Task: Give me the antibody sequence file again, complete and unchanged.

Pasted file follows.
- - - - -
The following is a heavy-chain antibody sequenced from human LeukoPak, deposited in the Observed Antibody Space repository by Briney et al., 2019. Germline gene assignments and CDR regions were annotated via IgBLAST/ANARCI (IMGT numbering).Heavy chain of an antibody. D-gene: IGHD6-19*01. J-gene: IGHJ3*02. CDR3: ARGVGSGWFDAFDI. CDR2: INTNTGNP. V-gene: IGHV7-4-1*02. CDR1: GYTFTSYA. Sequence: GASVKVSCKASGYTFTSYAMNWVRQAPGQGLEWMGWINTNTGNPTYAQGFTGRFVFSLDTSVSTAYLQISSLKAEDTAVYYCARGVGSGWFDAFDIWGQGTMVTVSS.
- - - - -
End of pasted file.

The following is a heavy-chain antibody sequenced from human LeukoPak, deposited in the Observed Antibody Space repository by Briney et al., 2019. Germline gene assignments and CDR regions were annotated via IgBLAST/ANARCI (IMGT numbering).Heavy chain of an antibody. D-gene: IGHD6-19*01. J-gene: IGHJ3*02. CDR3: ARGVGSGWFDAFDI. CDR2: INTNTGNP. V-gene: IGHV7-4-1*02. CDR1: GYTFTSYA. Sequence: GASVKVSCKASGYTFTSYAMNWVRQAPGQGLEWMGWINTNTGNPTYAQGFTGRFVFSLDTSVSTAYLQISSLKAEDTAVYYCARGVGSGWFDAFDIWGQGTMVTVSS.